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Title:Expanding the genetic toolbox for methanogenic archaea and investigating ferredoxin redox circuit formation in Methanosarcina acetivorans
Author(s):Farley, Kristen Rose
Director of Research:Metcalf , William W
Doctoral Committee Chair(s):Metcalf , William W
Doctoral Committee Member(s):Imlay, James A; Cann, Isaac K.O.; Mitchell , Douglas A
Department / Program:Microbiology
Discipline:Microbiology
Degree Granting Institution:University of Illinois at Urbana-Champaign
Degree:Ph.D.
Genre:Dissertation
Subject(s):Methanogen, Methanosarcina, ferredoxin
Abstract:Methane-producing archaea (methanogens) occupy a number of anoxic niches from soil sediments to the gastrointestinal tracts of numerous animals. In these anaerobic environments methanogens have specialized in converting simple substrates like carbon dioxide (CO2), formate, and acetate to methane (CH4). CH4 is an important component of the global carbon cycle but is also a potent greenhouse gas. While some of the CH4 evolved from methanogenesis is converted to CO2 by aerobic methane oxidizing organisms, the rest is released into the atmosphere, where it can have severe environmental impacts. Beyond these environmental consequences, methanogens inhabiting the human gastrointestinal tract have been linked to disease states including obesity and irritable bowel syndromes indicating methanogens may have important impacts on human health. Although much progress has been made to understand methanogen cell biology, genetics, physiology, and metabolism, much remains unknown about these fundamental attributes. The work presented in this Thesis addresses some of these aspects. In Chapter 2, I report the finding that a single ferredoxin is the primary electron donor for phospholipid saturation in Methanosarcina acetivorans, enhancing our understanding of ferredoxin dependent redox circuits and lipid biosynthesis in methanogens. In Chapter 3, I report the sat gene as a novel positive selectable marker for Methanosarcina spp. This work has expanded the genetic toolbox for Methanosarcina spp. and provides a novel selection system that may be used for the development of genetic tools for other methanogens as well. Finally, in Appendix A I report my progress towards developing tools for the human gut-associated methanogen M. smithii. Although we were not successful at constructing M. smithii mutants during the course of this work, our preliminary results could aid efforts to make this organism genetically tractable in future studies.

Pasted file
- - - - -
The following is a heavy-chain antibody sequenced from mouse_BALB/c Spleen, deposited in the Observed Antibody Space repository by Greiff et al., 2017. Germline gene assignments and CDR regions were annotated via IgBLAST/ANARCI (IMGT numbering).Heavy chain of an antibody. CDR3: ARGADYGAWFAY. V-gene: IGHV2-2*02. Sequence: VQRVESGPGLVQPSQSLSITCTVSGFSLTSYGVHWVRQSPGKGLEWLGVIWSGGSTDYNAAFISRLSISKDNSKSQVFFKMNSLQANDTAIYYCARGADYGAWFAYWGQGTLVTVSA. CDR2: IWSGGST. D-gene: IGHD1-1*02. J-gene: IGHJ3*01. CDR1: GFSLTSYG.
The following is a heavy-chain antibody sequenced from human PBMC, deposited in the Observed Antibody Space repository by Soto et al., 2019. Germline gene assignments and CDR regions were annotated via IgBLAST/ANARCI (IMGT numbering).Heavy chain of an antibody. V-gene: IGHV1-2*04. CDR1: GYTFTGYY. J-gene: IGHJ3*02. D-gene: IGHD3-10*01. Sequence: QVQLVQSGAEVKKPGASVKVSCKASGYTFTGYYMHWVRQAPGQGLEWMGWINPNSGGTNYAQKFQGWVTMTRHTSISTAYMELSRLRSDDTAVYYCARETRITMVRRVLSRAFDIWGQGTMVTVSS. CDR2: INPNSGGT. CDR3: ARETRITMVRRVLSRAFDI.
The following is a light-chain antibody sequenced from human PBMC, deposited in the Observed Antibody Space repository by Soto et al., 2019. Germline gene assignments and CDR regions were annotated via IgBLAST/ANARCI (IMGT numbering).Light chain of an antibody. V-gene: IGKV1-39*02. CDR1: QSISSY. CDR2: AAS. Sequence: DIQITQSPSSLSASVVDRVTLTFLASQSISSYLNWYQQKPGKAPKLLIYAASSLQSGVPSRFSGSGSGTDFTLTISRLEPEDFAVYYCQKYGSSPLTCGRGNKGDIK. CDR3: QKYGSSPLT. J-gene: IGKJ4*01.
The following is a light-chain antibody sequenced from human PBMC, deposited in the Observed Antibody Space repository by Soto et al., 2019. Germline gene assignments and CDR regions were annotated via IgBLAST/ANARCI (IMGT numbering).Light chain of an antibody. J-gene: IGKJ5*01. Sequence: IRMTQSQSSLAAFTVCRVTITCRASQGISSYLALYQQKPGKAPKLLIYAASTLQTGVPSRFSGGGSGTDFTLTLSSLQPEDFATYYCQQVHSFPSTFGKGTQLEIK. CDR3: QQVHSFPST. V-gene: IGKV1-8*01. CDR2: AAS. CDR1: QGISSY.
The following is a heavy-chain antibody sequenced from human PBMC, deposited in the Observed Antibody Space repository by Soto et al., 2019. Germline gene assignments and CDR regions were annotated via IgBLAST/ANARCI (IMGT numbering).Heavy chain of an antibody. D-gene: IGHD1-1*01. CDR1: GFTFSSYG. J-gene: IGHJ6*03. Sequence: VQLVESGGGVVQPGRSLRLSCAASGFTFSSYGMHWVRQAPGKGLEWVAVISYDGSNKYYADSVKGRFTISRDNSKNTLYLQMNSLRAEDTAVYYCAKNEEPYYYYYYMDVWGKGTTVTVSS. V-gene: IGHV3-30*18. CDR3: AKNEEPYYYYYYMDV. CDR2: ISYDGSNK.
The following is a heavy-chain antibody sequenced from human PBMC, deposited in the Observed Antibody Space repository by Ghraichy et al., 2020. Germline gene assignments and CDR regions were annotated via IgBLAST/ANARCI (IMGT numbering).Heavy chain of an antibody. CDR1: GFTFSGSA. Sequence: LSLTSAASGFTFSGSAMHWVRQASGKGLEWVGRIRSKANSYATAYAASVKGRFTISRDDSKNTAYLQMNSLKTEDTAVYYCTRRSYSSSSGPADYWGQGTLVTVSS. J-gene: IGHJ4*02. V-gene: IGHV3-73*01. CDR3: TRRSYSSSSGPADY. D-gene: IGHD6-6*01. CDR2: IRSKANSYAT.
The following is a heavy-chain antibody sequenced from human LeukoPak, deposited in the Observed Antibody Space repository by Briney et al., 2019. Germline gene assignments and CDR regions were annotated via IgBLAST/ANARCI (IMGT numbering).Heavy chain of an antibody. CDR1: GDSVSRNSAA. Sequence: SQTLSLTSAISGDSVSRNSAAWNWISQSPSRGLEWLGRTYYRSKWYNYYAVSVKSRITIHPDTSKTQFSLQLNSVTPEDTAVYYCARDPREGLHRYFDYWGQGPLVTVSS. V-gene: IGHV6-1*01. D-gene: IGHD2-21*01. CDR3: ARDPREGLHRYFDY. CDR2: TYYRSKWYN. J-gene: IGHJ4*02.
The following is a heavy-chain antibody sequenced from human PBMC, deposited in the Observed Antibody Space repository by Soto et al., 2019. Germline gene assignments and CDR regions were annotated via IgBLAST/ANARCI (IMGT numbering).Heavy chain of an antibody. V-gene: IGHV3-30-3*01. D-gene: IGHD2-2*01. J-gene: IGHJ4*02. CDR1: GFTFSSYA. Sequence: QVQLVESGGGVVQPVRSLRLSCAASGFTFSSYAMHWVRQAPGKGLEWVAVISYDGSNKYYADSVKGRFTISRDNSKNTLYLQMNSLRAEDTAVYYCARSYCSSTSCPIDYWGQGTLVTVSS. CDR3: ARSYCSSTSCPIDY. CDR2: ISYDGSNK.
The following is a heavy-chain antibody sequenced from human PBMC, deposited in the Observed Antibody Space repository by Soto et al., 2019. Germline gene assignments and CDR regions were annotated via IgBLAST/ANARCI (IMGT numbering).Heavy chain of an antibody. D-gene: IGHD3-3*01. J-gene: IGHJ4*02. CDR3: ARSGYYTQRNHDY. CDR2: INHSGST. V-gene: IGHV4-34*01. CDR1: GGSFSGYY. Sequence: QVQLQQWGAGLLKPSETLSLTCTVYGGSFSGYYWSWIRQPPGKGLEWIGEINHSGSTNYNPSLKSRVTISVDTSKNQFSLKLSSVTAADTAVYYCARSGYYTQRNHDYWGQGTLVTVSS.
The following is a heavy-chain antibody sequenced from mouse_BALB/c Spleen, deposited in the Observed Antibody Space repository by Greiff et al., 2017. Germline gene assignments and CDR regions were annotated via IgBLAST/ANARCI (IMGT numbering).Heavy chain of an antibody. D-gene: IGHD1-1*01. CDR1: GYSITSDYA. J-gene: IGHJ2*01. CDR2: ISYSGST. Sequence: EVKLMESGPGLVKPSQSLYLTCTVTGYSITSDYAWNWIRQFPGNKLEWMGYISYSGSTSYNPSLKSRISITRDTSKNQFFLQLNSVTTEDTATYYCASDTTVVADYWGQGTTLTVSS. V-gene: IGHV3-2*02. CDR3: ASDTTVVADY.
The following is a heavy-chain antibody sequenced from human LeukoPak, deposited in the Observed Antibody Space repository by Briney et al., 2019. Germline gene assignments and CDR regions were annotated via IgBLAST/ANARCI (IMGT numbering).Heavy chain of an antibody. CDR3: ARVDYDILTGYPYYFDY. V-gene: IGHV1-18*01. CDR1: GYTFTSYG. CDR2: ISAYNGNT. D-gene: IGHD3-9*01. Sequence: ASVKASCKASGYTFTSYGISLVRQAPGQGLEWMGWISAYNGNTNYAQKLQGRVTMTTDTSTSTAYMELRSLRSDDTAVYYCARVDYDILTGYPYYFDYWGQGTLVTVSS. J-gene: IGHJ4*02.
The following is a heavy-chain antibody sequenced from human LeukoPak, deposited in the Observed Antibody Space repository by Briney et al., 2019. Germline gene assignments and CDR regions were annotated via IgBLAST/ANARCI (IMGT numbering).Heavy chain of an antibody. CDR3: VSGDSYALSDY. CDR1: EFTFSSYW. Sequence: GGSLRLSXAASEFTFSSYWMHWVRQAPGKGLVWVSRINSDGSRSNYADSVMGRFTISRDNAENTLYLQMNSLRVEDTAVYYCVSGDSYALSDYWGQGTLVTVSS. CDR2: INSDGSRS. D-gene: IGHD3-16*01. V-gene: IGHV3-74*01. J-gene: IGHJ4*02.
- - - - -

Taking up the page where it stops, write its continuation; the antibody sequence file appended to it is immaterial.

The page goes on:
Issue Date:2021-03-02
Type:Thesis
URI:http://hdl.handle.net/2142/110632
Rights Information:Copyright 2021 Kristen Farley
Date Available in IDEALS:2021-09-17
Date Deposited:2021-05


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